A new US Senate report warned that the US has not done nearly enough to challenge Beijing’s position as a leading tech superpower.
“Three and a half years into the Trump administration, the United States is now on the precipice of losing the future of the cyber domain to China,” said the report, published on Tuesday.
“If China continues to perfect the tools of digital authoritarianism and is able to effectively implement them both domestically and abroad, then China, not the United States and its allies, will shape the digital environment in which most of the world operates.”
The 58-page report, written by the Democratic Party staff on the Senate Foreign Relations Committee, is the latest glaring sign of the distrust toward China that now runs rampant in Washington, across the entire political spectrum.
New Jersey Senator Bob Menendez, the top Democrat on the committee who commissioned the report, warned of a “global dystopian future, dominated by a hi-tech, totalitarian state”.
“If the United States fails to rally and lead the international community around our core founding principles, to respond to the Chinese Communist Party’s efforts to create a new big brother – as this administration has so far failed to do – I am deeply concerned about what the future may hold,” he said when announcing the report.
The report highlighted China’s use of facial recognition technology, biometric data collection, big data analytics, surveillance of digital communications and internet censorship.
It paid particular attention to Xinjiang, where the report says Uygurs and other Muslim ethnic minority groups have had their movements tracked, their communications monitored, and their genetic data collected by the Chinese state.
Menendez said the Chinese Communist Party has used state-of-the-art technology to turn Xinjiang’s urban areas into “veritable prison cities”.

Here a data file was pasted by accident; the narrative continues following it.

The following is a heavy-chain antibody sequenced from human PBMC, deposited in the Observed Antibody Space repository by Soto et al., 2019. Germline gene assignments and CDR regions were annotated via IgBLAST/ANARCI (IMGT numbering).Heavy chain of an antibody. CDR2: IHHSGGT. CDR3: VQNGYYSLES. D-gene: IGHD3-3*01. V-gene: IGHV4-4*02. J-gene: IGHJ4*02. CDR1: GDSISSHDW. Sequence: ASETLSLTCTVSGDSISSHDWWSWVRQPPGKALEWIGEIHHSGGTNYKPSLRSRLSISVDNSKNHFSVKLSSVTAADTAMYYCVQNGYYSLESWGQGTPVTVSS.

“Xinjiang is the proving ground for China’s digital authoritarianism model, and it serves as a clear example of how the CCP plans to use the digital domain to maintain and strengthen its authoritarian hold over the entire country,” the report said.
Libby Liu, the former head of Radio Free Asia and the Open Technology Fund – US government-funded entities that broadcast news and help develop surveillance-circumvention technology for use around the world – said the US had to act on what she described as a human rights issue.
“Time is of the essence,” she said during a virtual discussion of the report with Menendez. “The adversary is working in an insidious way. We have to realise what their mindset is. And that has been, I think, to our detriment.”
Liu was fired last month by a new Trump administration appointee.
The report also addressed Chinese efforts to convince other governments to use its digital tools and methods, both through the market and through various international organisations.
“By building out so much of the digital infrastructure in the developing world, China could end up dominating a large portion of the global communications market, positioning it to potentially pressure other governments or conduct espionage,” the report said.
“However, many countries – both developing and developed – calculate that access to low-cost, good-quality data networks and hardware outweighs the potential risks,” it added.
Among other recommendations, the report concluded that the US should open a federally funded research and development centre on 5G, the technology that has been at the center of many recent tech-disputes between Washington and Beijing.
It also advised Congress to create a new independent corporation that would help finance foreign governments’ purchases of American “digital infrastructure”.
“China’s leadership is increasingly confident that its governing model for the digital space represents the future of the domain and is doing its best to convince governments around the world that this is the case,” the report said.
“If the United States does not develop and implement an all-encompassing strategy for combating China and its cyber efforts, the United States will cede the global cyber domain to our Pacific adversary and open up a future in which digital authoritarianism becomes the global norm, leaving the United States and its allies vulnerable and placing countless more individuals under the thumb of digital authoritarianism.”